Ministry Partner

Community Prayer to End Violence

Anchorage has become one of the nation’s most violent cities, breaking its record for murders two years in a row. It is time for the Body of Christ in Anchorage to stand together in response. Along with other churches and faith-based ministries, JLP will pray in our services each of the last four Sundays in September.

The Anchorage Peacemaking Fellowship, Worship+Justice Movement, and Activate are calling individuals to commit to pray for 10 weeks (beginning September 9) to coincide with churches praying in their services the last four Sunday’s in September. If you’d like to volunteer to be a prayer partner, send them an email.

Yukon Presbytery

Prayer for Native Presbyterian Churches

The Leadership Team and the Native Ministries Committee of Yukon Presbytery have extended a summons to all who feel led to join in intercessory prayer for the Native Presbyterian Churches in the North Slope and on St. Lawrence Island.

These village churches are struggling and are in need of help. Most of them, if not all, are without pastors and are, to some extent, being kept afloat by volunteer work by the session members and/or by an unpaid lay pastor.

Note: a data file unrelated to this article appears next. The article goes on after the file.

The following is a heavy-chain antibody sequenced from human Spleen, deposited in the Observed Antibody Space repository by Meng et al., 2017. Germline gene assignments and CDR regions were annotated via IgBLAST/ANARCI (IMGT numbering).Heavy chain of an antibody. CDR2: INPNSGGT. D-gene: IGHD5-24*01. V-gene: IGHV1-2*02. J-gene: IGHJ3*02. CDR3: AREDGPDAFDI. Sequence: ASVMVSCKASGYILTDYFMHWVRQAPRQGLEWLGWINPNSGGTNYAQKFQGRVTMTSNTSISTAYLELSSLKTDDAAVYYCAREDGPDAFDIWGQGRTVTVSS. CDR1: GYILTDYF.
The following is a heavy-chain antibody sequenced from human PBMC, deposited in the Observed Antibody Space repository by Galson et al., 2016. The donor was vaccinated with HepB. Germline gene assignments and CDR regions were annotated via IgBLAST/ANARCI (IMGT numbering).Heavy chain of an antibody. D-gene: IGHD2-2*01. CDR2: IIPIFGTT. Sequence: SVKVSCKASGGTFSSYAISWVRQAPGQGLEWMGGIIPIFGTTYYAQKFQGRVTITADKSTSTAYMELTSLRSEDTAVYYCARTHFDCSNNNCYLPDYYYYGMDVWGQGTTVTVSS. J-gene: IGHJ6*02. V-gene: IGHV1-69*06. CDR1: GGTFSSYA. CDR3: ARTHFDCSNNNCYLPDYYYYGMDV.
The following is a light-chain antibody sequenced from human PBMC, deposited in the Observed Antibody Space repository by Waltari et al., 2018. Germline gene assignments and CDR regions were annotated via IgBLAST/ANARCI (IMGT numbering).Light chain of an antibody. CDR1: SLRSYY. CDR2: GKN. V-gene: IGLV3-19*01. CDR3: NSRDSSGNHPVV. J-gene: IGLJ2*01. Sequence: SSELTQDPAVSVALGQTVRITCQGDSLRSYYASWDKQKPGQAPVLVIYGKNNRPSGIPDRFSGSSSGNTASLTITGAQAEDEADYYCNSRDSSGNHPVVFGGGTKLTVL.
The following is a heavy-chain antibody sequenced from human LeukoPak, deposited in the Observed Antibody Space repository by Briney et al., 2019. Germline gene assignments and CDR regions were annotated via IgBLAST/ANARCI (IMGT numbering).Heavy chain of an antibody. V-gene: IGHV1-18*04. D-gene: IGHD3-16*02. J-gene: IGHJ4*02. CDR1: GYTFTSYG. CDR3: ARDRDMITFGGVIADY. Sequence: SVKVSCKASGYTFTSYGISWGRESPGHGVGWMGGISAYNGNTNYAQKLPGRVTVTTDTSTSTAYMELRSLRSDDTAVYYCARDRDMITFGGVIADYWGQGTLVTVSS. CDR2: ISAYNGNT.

The Native Ministry, in one of their meetings, have decided to begin a concerted, focused prayer for these churches in an effort to discern how to work with the Holy Spirit for Kingdom solutions and strategies for these congregations. In order to do this we need your help to find and provide committed folks who feel called to this type of ministry. Prayer is the power behind the scenes and is vitally important if we want to provide meaningful support and encouragement to our brothers and sisters in these remote places. They play a very important role in the Kingdom of God.

Please join in the effort to find divine solutions to this current state of our village churches. Names of committed folks who are willing to participate should be given to Executive Presbyter Curt Karns or to Native Ministries Team Leader Lucy Apatiki via the Presbytery Office.

Events, Ministry Partner

HUGSS School Supply Offering